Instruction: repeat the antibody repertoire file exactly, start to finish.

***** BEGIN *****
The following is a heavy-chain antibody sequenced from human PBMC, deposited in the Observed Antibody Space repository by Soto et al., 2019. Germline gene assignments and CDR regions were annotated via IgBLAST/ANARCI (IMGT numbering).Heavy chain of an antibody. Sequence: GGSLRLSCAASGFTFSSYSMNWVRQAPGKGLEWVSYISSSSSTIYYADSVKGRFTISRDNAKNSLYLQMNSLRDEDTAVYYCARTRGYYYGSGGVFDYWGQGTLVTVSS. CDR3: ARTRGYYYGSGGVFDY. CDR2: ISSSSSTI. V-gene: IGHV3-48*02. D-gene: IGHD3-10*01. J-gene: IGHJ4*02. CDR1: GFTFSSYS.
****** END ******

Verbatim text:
The following is a heavy-chain antibody sequenced from human PBMC, deposited in the Observed Antibody Space repository by Soto et al., 2019. Germline gene assignments and CDR regions were annotated via IgBLAST/ANARCI (IMGT numbering).Heavy chain of an antibody. Sequence: GGSLRLSCAASGFTFSSYSMNWVRQAPGKGLEWVSYISSSSSTIYYADSVKGRFTISRDNAKNSLYLQMNSLRDEDTAVYYCARTRGYYYGSGGVFDYWGQGTLVTVSS. CDR3: ARTRGYYYGSGGVFDY. CDR2: ISSSSSTI. V-gene: IGHV3-48*02. D-gene: IGHD3-10*01. J-gene: IGHJ4*02. CDR1: GFTFSSYS.